The main elements of the legislation are stopping public bodies from taking a different approach to UK Government sanctions and foreign relations. This will be in the form of preventing public institutions carrying out independent boycotts, divestments and sanctions against:

  • Foreign countries, or those linked to them.
  • The sale of goods and services from foreign countries.
  • UK firms which trade with such countries, where such an approach is not in line with UK Government sanctions.
  • The measures will cover purchasing, procurement and investment decisions which undermine cohesion and integration.

Draft Online Safety Bill

The purpose of the draft Bill is to:

  • Introduce ground-breaking laws to keep people safe online whilst ensuring that users’ rights, including freedom of expression, are protected online.
  • Build public trust by making companies responsible for their users’ safety online, whilst supporting a thriving and fast growing digital sector.
  • Designate Ofcom as the independent online safety regulator.

The main benefits of the draft Bill would be:

  • Delivering our manifesto commitment to make the UK the safest place in the world to be online, through improving protections for users, especially children, whilst protecting freedom of expression.
  • Ensuring there is no safe space for criminal content and activity online.
  • Restoring public trust in the services that online platforms offer and supporting a thriving, fast growing digital sector.

The main elements of the draft Bill are:

  • Placing a duty of care on companies to improve the safety of their users online. This will require them to tackle illegal content on their services and to protect children from harmful content and activity online. They must seriously consider the risks their services pose to users and take action to protect them.
  • Requiring major platforms to set out clearly in their terms and conditions what legal content is unacceptable on their platform and enforce these consistently and transparently.
  • Requiring platforms to have effective and accessible user reporting and redress mechanisms to report concerns about harmful content, and challenge infringement of rights (such as wrongful takedown).
  • Designating Ofcom as the independent online safety regulator and giving it a suite of robust enforcement powers to uphold the regulation. This will include very large fines of up to £18 million or 10 per cent of annual global turnover – whichever is greater – as well as business disruption measures. The Government expects Ofcom to prioritise enforcement action where children’s safety has been compromised.
  • Boosting public resilience to disinformation through media literacy and supporting research on misinformation and disinformation.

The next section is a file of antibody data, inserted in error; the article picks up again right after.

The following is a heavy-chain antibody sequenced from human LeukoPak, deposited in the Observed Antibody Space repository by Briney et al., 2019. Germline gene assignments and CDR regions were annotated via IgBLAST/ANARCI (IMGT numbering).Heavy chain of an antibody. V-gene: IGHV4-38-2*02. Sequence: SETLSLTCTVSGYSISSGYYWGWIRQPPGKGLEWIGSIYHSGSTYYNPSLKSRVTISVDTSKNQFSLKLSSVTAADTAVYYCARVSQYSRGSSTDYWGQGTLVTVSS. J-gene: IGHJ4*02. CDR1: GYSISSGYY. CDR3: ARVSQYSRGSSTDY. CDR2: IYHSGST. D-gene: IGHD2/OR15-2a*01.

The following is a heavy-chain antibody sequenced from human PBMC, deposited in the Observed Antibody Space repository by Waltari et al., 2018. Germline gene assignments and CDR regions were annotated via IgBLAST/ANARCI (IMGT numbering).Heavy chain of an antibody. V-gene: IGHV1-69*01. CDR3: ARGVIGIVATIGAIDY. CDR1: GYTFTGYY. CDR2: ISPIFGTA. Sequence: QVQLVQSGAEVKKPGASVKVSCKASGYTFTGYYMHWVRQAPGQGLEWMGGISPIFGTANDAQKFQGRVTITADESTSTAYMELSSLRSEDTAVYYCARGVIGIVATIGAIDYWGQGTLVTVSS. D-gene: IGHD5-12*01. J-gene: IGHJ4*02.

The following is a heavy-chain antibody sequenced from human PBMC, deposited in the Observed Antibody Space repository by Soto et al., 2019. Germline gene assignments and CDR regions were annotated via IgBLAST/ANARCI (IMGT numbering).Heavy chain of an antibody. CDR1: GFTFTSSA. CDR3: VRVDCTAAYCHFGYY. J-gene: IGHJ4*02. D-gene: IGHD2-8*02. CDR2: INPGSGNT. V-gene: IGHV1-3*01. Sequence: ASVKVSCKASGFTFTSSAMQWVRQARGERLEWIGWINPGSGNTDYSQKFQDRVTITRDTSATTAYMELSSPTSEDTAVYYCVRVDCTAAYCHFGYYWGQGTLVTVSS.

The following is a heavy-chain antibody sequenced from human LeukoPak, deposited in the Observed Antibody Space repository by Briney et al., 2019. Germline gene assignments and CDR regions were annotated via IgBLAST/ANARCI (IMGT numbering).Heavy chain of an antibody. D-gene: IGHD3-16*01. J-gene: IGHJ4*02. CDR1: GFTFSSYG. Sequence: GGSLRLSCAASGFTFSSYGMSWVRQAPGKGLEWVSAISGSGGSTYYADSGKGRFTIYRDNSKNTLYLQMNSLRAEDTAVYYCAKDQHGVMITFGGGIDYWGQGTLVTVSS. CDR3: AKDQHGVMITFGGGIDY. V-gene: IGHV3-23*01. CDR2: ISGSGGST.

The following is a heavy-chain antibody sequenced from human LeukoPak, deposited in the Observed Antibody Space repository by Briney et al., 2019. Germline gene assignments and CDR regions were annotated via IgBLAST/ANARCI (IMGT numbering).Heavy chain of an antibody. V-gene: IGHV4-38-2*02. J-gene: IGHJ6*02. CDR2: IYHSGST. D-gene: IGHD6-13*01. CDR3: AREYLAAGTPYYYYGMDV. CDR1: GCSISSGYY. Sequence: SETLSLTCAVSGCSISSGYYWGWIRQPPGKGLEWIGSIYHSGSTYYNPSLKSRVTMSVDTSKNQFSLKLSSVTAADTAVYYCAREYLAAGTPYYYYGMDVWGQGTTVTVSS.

Education Recovery Plan

As we build back from the pandemic, we are putting in place a package of measures to ensure no child is left behind as a result of the education and extracurricular activities they may have missed out on. We are working with the Education Recovery Commissioner – Sir Kevan Collins – to

  • develop an ambitious, long-term plan that builds back a better and fairer education system in England and delivers significant reforms to address the scale of this challenge.
  • As a first step, over the past year we have already provided over £2 billion to schools, colleges and early years settings to support pupils’ academic and wider progress. This includes £1.7 billion in funding to support education recovery and over £400 million is being invested to support access to remote education including securing 1.3 million laptops and tablets.

Research

Queen’s speech – this mostly not new, no legislation, just a little update on where we are

  • We are committed to making the UK a global superpower, with a world leading research and development environment. Innovation is a key pillar of our approach to tackling the effects of the pandemic and levelling up the UK.
  • R&D will continue to be critical to the economic and social recovery from the impact of COVID-19, enabling us to build back better for a greener, healthier and more resilient UK. Our goal is to further strengthen science, research and innovation across the UK, making them central to tackling the major challenges of today and in the future.
  • On average, each public pound invested in R&D across our portfolio ultimately leverages around £2 of additional private sector investment and creates £7 of net benefits.
  • The Government is investing £14.9 billion in R&D in 2021-22. This investment means Government R&D spending is now at its highest level in four decades. We are committed to increasing public expenditure on R&D to £22 billion, helping to deliver on our target to increase total UK R&D investment to 2.4 per cent of GDP by 2027.
  • In the R&D Roadmap, we set out our priorities for boosting innovation in the economy. We want to make the UK a world-leading place to innovate and bring new products and services to market.
  • BEIS will publish an Innovation Strategy this summer to inspire, facilitate and unleash innovation across the UK; supporting and harnessing the tremendous capability of UK innovators to boost future prosperity locally and nationwide.
  • We have already introduced the Advanced Research and Invention Agency (ARIA) Bill, to unleash the potential of the UK’s world-class research and science base.